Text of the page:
A young Kenyan business entrepreneur is among fifty five other global youths that have just finished a week-long mentorship in the United Kingdom.
Mr Tim Kipchumba was among the young world leaders attending the British Council Future Leaders global forum in London.
The Future Leaders Connect is a global network of exceptional individuals’ age between 18-35 forming a pool of emerging policy leaders.
During the tour, Billionaire Sir Richard Branson led them together with the elders on the walk to freedom to remember great elders as Nelson Mandela. Also present were Mandela’s widow, former United Nation secretary general Kofi Anan, Ban Ki Moon and retired Mexican President Ernesto Zedilo.
They were celebrating 10 years since the formation and choose to walk on the Trafalgar Square where Nelson Mandela’s bronze statue stands commemorating the long walk to freedom.
Speaking during the group’s tour of Trafalgar Square before the end of the end of the programme, Kipchumba said that the future of the young people lay in the right policy designs for them.
“We spent 6 days at Cambridge university learning about policy making and designs. We also learnt how to draft policies and engaged stake holders. We discussed about good policy making.
According to Kipchumba, they used designs like good thinking, to discover the policies that can help those who want to achieve and policy making with the other members from the UK, US, Mexico, Nigeria, India, Morocco, Tunisia, Pakistan and Indonesia among others.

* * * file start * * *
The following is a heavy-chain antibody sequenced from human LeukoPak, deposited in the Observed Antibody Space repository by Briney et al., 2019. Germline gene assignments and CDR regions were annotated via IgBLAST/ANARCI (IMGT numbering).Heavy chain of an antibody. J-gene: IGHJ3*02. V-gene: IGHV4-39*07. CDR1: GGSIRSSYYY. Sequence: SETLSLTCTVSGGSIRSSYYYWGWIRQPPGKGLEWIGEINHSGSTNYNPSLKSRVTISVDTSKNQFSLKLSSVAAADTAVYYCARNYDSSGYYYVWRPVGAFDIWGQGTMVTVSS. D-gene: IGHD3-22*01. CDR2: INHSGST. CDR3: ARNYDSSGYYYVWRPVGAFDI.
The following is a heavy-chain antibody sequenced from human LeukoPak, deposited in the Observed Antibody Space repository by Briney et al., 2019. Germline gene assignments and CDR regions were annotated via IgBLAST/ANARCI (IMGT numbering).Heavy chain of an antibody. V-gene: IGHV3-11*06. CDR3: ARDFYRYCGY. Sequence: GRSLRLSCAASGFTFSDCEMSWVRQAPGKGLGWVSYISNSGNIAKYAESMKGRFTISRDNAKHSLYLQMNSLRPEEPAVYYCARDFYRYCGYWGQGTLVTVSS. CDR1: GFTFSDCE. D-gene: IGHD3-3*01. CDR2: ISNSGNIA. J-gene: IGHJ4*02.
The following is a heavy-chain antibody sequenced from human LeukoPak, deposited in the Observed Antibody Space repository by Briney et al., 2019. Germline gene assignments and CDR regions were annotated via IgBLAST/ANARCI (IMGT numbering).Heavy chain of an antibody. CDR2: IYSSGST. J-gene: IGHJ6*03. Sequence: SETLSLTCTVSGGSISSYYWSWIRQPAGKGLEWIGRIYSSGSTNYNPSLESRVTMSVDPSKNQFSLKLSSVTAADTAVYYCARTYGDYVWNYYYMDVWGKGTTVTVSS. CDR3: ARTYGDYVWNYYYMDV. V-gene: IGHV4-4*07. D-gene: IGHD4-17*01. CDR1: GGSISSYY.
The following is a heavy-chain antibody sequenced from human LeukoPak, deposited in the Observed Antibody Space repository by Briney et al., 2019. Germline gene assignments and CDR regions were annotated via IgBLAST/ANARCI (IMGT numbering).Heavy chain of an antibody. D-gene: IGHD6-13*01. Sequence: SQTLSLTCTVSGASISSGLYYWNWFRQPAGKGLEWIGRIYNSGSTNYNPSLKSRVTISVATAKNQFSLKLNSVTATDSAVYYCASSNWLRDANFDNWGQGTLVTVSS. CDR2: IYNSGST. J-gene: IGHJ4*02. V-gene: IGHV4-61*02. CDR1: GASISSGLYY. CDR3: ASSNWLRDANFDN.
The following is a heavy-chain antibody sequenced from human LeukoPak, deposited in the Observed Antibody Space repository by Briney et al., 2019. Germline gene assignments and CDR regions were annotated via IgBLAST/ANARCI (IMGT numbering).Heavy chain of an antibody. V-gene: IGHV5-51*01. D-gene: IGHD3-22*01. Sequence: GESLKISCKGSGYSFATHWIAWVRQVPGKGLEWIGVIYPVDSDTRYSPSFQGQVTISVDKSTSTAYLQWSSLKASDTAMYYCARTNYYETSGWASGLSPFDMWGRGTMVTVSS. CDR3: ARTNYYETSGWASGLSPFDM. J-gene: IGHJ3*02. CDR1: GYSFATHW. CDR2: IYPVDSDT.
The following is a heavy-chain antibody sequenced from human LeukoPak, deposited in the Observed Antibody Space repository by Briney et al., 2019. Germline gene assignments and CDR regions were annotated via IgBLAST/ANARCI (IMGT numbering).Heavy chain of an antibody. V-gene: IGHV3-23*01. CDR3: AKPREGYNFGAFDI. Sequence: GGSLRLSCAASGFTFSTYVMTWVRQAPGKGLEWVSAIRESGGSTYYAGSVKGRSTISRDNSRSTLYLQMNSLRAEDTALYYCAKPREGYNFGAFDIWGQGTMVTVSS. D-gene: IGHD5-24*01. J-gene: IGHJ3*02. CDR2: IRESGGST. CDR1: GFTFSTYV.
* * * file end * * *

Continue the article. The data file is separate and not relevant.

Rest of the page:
Under the instruction of the Cambridge professors, Kipchumba said that they also visited the houses of commons and the Lords and Trafalgar Square elders walk during the last session of the UK tour.
“At Cambridge we had drafted some policy position that we brought to parliament on Monday where we met with legislators, speakers of both houses of the commons and the house of Lords, foreign secretary and we visited Buckingham Place. An engagement with them helped us understood the application of a policy,” said Kipchumba.
Kipchumba a graduate of IT at Strathmore University and a shareholder with questworks company said that the great challenge in the next decade is connecting young people to job opportunities.
“Every year in Kenya there are 500,000 school leavers and the formal employment is less than a fifth of them absorbed into gainful engagement,” said Kipchumba currently an entrepreneur who runs a construction firm that currently employs 100 people.
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